E-cig usage among youth has lawmakers worried
WASHINGTON, D.C. - Electronic cigarettes are becoming a popular choice for adults looking to quit traditional cigarette smoking.
But a new report by the Centers for Disease Control regarding e-cigarette usage among youths has some lawmakers on Capitol Hill worried.
Ohio Senator Sherrod Brown is one of the lawmakers leading the charge.
"450,000 Americans die every year from tobacco-related illnesses, so big tobacco understands they need at least 450,000 new customers. And where do they go? They go to kids," Brown (D-OH) said.
Over the years, laws have been passed to help prevent cigarettes from getting into the wrong hands. But now, Brown is turning his attention towards tobacco-free electronic cigarettes.
"We're afraid with these e-cigarettes, that don't have any rules around them, that they're going to, with their very sophisticated, highly paid executives and marketers, figure out ways to get more kids addicted to these and use it as a ‘gateway drug' to get into cigarette smoking at a young age," Brown said.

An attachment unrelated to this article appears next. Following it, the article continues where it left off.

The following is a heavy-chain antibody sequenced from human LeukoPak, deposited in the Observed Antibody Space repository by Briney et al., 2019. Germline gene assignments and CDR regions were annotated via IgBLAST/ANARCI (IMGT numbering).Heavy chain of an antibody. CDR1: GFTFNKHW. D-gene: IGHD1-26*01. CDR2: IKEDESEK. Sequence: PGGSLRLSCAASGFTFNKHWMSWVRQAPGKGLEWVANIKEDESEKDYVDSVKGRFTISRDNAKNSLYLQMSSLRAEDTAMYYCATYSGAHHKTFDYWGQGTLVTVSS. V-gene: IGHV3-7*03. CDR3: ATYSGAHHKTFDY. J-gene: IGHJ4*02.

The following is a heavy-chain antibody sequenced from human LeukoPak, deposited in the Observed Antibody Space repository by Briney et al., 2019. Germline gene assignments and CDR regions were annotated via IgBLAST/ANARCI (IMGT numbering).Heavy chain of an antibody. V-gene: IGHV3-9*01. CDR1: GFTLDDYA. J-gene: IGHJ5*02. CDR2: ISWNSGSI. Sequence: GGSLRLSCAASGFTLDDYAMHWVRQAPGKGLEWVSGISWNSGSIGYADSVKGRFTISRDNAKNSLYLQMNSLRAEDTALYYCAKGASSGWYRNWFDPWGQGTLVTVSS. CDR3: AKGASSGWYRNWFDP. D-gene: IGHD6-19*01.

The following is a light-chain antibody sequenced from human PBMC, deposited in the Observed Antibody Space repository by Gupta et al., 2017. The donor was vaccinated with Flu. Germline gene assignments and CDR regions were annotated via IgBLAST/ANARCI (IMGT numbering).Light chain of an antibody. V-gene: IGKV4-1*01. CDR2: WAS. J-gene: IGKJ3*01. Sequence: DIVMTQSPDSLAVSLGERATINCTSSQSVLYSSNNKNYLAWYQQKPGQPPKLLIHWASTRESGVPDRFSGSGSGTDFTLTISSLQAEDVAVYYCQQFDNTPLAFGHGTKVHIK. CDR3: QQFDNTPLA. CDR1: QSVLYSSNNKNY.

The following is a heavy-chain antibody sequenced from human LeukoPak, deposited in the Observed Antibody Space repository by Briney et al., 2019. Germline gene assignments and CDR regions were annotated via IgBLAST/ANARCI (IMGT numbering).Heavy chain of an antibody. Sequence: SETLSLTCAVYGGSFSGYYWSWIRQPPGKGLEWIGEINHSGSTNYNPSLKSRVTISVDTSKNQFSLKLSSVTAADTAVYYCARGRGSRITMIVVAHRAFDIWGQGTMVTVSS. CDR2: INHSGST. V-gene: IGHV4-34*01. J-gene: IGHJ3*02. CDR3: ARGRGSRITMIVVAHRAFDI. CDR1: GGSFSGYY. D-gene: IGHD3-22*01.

Brown and 11 other lawmakers sent this letter to several e-cigarette manufacturers asking them for information regarding the sale, distribution, labeling, and marketing of their products to children and teens.
They cited a recent Centers for Disease Control report showing a dramatic increase in e-cigarette use among kids.
"Yes, the popularity of e-cigarettes has grown among young people," said Elaine Keller, of the Consumer Advocates for Smoke-Free Alternatives Association. "But, at the same time, the rates of smoking, and the rates of initiation of smoking, have gone way down."
Keller studied the CDC report, and said the numbers could be misleading.
"The problem is, they use the word ‘use' very loosely. You and I would think of ‘use' as something used frequently or daily. They are talking about ever used," she said.
Keller credits her e-cigarette usage – called ‘vaping' – for helping her quit cigarette smoking after 45 years.
Right now, the Food and Drug Administration is in the process of deciding how it will regulate e-cigarettes. Keller said she hopes it will not impact her usage.
"We need regulations that are sensible and that don't impact the pricing so that they cost more than smoking and don't impact the acceptability of them to smokers, so that they'll switch to them instead of continuing to smoke," Keller said.
Brown said he just wants to see better marketing.
"I'm not advocating banning them; I'm just advocating they don't target children," he said.